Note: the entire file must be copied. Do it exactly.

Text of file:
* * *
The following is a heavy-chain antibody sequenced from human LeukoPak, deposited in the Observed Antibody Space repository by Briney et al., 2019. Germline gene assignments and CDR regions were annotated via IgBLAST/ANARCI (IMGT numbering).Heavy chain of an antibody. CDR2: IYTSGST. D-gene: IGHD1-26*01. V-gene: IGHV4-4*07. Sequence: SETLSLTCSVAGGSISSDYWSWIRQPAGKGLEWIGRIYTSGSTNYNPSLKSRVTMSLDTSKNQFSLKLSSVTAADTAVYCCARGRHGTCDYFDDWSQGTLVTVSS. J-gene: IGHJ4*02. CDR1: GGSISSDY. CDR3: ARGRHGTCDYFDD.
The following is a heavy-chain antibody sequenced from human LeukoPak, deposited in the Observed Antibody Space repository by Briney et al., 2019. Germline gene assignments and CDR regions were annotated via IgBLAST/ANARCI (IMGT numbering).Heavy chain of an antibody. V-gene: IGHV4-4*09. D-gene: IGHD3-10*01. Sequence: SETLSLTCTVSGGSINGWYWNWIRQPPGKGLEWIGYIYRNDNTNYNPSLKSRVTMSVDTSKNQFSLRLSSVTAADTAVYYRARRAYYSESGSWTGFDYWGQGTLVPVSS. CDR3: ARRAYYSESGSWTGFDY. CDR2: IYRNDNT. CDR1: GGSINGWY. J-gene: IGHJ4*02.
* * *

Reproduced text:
The following is a heavy-chain antibody sequenced from human LeukoPak, deposited in the Observed Antibody Space repository by Briney et al., 2019. Germline gene assignments and CDR regions were annotated via IgBLAST/ANARCI (IMGT numbering).Heavy chain of an antibody. CDR2: IYTSGST. D-gene: IGHD1-26*01. V-gene: IGHV4-4*07. Sequence: SETLSLTCSVAGGSISSDYWSWIRQPAGKGLEWIGRIYTSGSTNYNPSLKSRVTMSLDTSKNQFSLKLSSVTAADTAVYCCARGRHGTCDYFDDWSQGTLVTVSS. J-gene: IGHJ4*02. CDR1: GGSISSDY. CDR3: ARGRHGTCDYFDD.
The following is a heavy-chain antibody sequenced from human LeukoPak, deposited in the Observed Antibody Space repository by Briney et al., 2019. Germline gene assignments and CDR regions were annotated via IgBLAST/ANARCI (IMGT numbering).Heavy chain of an antibody. V-gene: IGHV4-4*09. D-gene: IGHD3-10*01. Sequence: SETLSLTCTVSGGSINGWYWNWIRQPPGKGLEWIGYIYRNDNTNYNPSLKSRVTMSVDTSKNQFSLRLSSVTAADTAVYYRARRAYYSESGSWTGFDYWGQGTLVPVSS. CDR3: ARRAYYSESGSWTGFDY. CDR2: IYRNDNT. CDR1: GGSINGWY. J-gene: IGHJ4*02.